SH DRAFTING & DESIGN • Mechanical / Structural • Architectural / Home Renos. • Preliminary & Final Plans

604-943-0106 257

DRYWALL

DBathrooms DKitchens DCountertop Replacement DEntrance Doors DFrench Doors DSiding DSundecks DLaminate Floors DEnclosures DCeramic Tile DCustom Mouldings DReplacement Windows DInterior Painting

WE GUARANTEE

DRYWALL REPAIRS, CEILING TEXTURE SPRAYING. Small Job Specialist. Mike at (604)341-2681

260

ELECTRICAL

#1167 LIC’D, BONDED. BBB Lge & small jobs. Expert trouble shooter, WCB. Low rates 24/7 604-617-1774 YOUR ELECTRICIAN $29 Service Call Lic #89402 Same day guarn’td We love small jobs! 604-568-1899

269

FENCING

PARM LANDSCAPING LTD. Complete lawn maint, power raking, trimming, pruning, cedar fence installation. 604-271-5319 PHIL’S FENCING: Custom blt cedar fences/gates/lattice. Repairs, decks & stairs, 604-591-1173, 351-1163

GARDENING

GARDENING SERVICES 21 yrs exp. Tree topping, pruning, trimming, power raking, aeration, cleanup. Free est. Michael 604-240-2881

Milano Landscapers & Garden Services

CONCRETE & PLACING

ABOVE THE REST “ Int. & Ext., Unbeatable Prices, Professional Crew. Free Est. Written Guarantee. No Hassle, Quick Work, Insured, WCB. Call (778)997-9582

287

Running this ad for 7yrs

PAINT SPECIAL

CALL FOR A FREE IN HOME ESTIMATE

PAVING/SEAL COATING

PLUMBING

1ST CALL Plumbing, heating, gas, licensed, insured, bonded. Local, Prompt and Prof. 604-868-7062

3 rooms for $269, 2 coats

MIN. EXPRESS PAGING SYSTEM Reasonable Rates 604-270-6338

604-244-9153 Rona Building Centre 7111 Elmbridge Way Richmond, BC

300

LANDSCAPING

FULL LANDSCAPING & YARD WORK â?–Rock Wallsâ?–Paving Stones â?–Drivewaysâ?–Asphaltâ?–Pavers â?–Concreteâ?–Fencingâ?–Stairs â?–New Lawnsâ?–Ponds â?–Drain Tilesâ?–

★ Reasonable rates ★

Call 604-716-8528 320

MOVING & STORAGE

1PRO MOVING & SHIPPING. We move - We ship - We recycle. Senior- Student Discount available. 604-721-4555 or 604-800-9488.

ABE MOVING - $35/Hr. Per Person *Reliable Careful Movers. *Rubbish Removal. *24 Hours. 604-999-6020

SMALL JOB specialist, all repairs. Carpenty & flooring. Kit. & bthrooms a specialty. Dan 604-761-9717

338 A-TECH Services 604-230-3539

INT/EXT Painting. Prices you can rely on. Refs. 30yrs exp. Keith 604433-2279 or 604-777-1223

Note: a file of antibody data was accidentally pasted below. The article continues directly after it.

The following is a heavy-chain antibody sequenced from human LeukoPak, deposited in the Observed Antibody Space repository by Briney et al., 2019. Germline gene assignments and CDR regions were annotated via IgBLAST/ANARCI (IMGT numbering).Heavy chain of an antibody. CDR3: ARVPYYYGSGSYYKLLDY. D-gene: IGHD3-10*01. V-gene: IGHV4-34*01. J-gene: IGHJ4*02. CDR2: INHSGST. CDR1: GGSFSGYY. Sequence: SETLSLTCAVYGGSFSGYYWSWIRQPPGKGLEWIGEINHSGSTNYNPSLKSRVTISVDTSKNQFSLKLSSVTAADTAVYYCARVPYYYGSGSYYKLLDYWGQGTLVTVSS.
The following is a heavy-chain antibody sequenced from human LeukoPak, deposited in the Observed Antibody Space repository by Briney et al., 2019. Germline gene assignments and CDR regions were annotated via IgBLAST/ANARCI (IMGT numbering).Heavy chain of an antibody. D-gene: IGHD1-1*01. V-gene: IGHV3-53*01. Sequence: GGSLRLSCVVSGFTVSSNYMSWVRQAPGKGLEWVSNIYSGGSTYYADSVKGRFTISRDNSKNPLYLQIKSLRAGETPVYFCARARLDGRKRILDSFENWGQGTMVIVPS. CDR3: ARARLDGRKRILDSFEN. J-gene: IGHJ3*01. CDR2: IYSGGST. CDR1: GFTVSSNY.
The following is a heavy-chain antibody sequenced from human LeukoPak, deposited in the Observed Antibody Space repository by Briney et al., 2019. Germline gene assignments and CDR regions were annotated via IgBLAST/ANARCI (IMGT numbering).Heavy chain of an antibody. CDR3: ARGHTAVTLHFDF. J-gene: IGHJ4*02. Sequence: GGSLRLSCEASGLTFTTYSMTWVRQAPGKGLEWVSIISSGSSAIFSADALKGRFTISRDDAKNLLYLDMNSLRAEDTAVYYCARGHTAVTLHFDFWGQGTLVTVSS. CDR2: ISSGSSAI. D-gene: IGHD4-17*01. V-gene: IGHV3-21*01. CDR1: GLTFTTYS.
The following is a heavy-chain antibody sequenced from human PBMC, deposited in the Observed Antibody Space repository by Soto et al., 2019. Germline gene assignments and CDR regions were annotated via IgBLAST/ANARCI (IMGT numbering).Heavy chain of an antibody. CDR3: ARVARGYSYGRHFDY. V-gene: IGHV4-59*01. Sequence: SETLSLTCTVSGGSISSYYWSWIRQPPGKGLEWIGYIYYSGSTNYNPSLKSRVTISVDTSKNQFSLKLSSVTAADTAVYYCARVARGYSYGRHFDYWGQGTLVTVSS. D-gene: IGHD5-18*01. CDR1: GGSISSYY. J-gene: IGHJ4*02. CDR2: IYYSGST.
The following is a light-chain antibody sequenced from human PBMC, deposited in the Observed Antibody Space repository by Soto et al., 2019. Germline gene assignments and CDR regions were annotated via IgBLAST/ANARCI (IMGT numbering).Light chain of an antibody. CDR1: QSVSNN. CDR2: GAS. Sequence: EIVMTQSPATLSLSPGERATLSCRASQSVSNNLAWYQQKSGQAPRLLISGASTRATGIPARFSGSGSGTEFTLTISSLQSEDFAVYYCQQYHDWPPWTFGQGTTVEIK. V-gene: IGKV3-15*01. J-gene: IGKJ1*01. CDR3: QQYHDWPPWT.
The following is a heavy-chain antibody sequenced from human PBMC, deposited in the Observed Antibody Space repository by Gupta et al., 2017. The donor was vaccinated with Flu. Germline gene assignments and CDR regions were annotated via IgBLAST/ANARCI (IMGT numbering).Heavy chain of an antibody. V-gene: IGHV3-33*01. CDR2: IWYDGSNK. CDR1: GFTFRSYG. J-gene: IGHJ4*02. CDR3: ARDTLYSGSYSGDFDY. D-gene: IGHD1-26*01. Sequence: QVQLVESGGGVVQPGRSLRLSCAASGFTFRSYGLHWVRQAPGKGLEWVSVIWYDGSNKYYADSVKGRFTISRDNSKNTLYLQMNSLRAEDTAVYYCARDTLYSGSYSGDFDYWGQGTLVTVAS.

VAC card accepted

ADDITIONS, Renovations & New Construction. Concrete Forming & Framing Specialist. 604.218.3064

332

ALLAN Const. & Asphalt. Brick, conc, drainage, found. & membrane repair. 604-618-2304; 820-2187.

(Ceiling & Trim extra) Price incls Cloverdale Premium quality paint. NO PAYMENT until Job is completed. Ask us about our Laminate Flooring & Maid Services. www.paintspecial.com

ABBA MOVERS & DEL. Res/com 1-4 ton truck, 1 man $35/hr, 2 men from $45. Honest, bsmt clean up. 25 yrs of experience 604-506-7576

HOME IMPROVEMENTS

MILANO PAINTING. Int./Ext. Prof. Painters. Free Est. Written Guar. Bonded & Insured. 604-551-6510

no-hassle Service Backed by Professional Installation and our no-nonsense Home Improvement Warranty

DAerating D Power Raking D Pruning D Lawn Cutting D Power Washing D Fencing D Organic Fertilizing Weekly ~ Bi-Weekly

Dan 604 - 374 - 2283

Call: Rick (604) 202-5184

“

AAA PRECISION PAINTING. Quality work. 778-881-6096.

251 DRAFTING AND DESIGN

Best House CLEANERS. Trusted & reliable. Filipino owned & operated, licensed Prof. touch. Supplies incl’s. House & Office. Move-In/Move-Out. Free Estimate! Daisy 604-727-2955

PLACING & Finishing * Forming * Site Prep, old concrete removal * Excavation & Reinforcing * Re-Re Specialists 32 Years Exp. Free Estimates.

329 PAINTING & DECORATING

329 PAINTING & DECORATING

.Own a home? Need Money? Origin Home Financial Partners

242

MOVING & STORAGE

HOME/BUSINESS SERVICES

Danny 604 - 307 - 7722

281

CLEANING SERVICES

320

STAMPED CONCRETE

Factory Direct Cedar Fence Panels for Sale & Installation. 8291 No. 5 Road, Richmond. 604 275-3158

236